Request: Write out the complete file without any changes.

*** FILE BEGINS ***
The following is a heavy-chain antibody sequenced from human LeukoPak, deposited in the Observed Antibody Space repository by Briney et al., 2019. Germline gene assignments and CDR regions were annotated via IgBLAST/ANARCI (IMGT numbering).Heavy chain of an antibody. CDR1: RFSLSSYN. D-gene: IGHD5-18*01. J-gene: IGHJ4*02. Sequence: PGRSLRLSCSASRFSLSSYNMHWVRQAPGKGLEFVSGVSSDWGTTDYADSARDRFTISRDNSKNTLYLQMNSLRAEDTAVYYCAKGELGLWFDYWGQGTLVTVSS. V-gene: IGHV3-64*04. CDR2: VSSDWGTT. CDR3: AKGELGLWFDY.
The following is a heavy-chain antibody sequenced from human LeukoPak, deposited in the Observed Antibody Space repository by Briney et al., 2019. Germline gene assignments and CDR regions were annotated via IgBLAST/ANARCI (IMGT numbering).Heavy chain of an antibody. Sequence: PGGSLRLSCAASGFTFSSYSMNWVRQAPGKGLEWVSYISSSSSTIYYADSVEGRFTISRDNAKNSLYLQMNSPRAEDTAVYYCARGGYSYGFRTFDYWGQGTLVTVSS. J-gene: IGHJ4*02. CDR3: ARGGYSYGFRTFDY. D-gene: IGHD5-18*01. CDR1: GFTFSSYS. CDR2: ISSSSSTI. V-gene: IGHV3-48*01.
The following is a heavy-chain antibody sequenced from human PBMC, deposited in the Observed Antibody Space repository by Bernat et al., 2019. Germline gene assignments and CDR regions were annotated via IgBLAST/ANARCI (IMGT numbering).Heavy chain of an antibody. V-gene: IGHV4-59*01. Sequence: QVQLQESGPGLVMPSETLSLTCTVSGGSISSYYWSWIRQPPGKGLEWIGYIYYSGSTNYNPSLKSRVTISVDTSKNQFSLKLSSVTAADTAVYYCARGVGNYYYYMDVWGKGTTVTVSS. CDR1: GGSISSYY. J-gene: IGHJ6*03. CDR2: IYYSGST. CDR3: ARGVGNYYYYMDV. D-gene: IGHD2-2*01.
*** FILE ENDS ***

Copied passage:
The following is a heavy-chain antibody sequenced from human LeukoPak, deposited in the Observed Antibody Space repository by Briney et al., 2019. Germline gene assignments and CDR regions were annotated via IgBLAST/ANARCI (IMGT numbering).Heavy chain of an antibody. CDR1: RFSLSSYN. D-gene: IGHD5-18*01. J-gene: IGHJ4*02. Sequence: PGRSLRLSCSASRFSLSSYNMHWVRQAPGKGLEFVSGVSSDWGTTDYADSARDRFTISRDNSKNTLYLQMNSLRAEDTAVYYCAKGELGLWFDYWGQGTLVTVSS. V-gene: IGHV3-64*04. CDR2: VSSDWGTT. CDR3: AKGELGLWFDY.
The following is a heavy-chain antibody sequenced from human LeukoPak, deposited in the Observed Antibody Space repository by Briney et al., 2019. Germline gene assignments and CDR regions were annotated via IgBLAST/ANARCI (IMGT numbering).Heavy chain of an antibody. Sequence: PGGSLRLSCAASGFTFSSYSMNWVRQAPGKGLEWVSYISSSSSTIYYADSVEGRFTISRDNAKNSLYLQMNSPRAEDTAVYYCARGGYSYGFRTFDYWGQGTLVTVSS. J-gene: IGHJ4*02. CDR3: ARGGYSYGFRTFDY. D-gene: IGHD5-18*01. CDR1: GFTFSSYS. CDR2: ISSSSSTI. V-gene: IGHV3-48*01.
The following is a heavy-chain antibody sequenced from human PBMC, deposited in the Observed Antibody Space repository by Bernat et al., 2019. Germline gene assignments and CDR regions were annotated via IgBLAST/ANARCI (IMGT numbering).Heavy chain of an antibody. V-gene: IGHV4-59*01. Sequence: QVQLQESGPGLVMPSETLSLTCTVSGGSISSYYWSWIRQPPGKGLEWIGYIYYSGSTNYNPSLKSRVTISVDTSKNQFSLKLSSVTAADTAVYYCARGVGNYYYYMDVWGKGTTVTVSS. CDR1: GGSISSYY. J-gene: IGHJ6*03. CDR2: IYYSGST. CDR3: ARGVGNYYYYMDV. D-gene: IGHD2-2*01.